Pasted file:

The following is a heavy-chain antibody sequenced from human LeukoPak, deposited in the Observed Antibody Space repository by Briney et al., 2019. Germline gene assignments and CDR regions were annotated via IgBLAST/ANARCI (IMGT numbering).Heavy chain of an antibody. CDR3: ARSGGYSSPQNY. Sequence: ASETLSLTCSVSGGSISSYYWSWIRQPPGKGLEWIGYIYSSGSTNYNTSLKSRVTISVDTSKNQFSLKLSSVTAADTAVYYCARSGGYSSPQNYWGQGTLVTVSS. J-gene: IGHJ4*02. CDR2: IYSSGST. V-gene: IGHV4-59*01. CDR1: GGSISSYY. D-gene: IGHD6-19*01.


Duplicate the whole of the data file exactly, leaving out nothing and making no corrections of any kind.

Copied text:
The following is a heavy-chain antibody sequenced from human LeukoPak, deposited in the Observed Antibody Space repository by Briney et al., 2019. Germline gene assignments and CDR regions were annotated via IgBLAST/ANARCI (IMGT numbering).Heavy chain of an antibody. CDR3: ARSGGYSSPQNY. Sequence: ASETLSLTCSVSGGSISSYYWSWIRQPPGKGLEWIGYIYSSGSTNYNTSLKSRVTISVDTSKNQFSLKLSSVTAADTAVYYCARSGGYSSPQNYWGQGTLVTVSS. J-gene: IGHJ4*02. CDR2: IYSSGST. V-gene: IGHV4-59*01. CDR1: GGSISSYY. D-gene: IGHD6-19*01.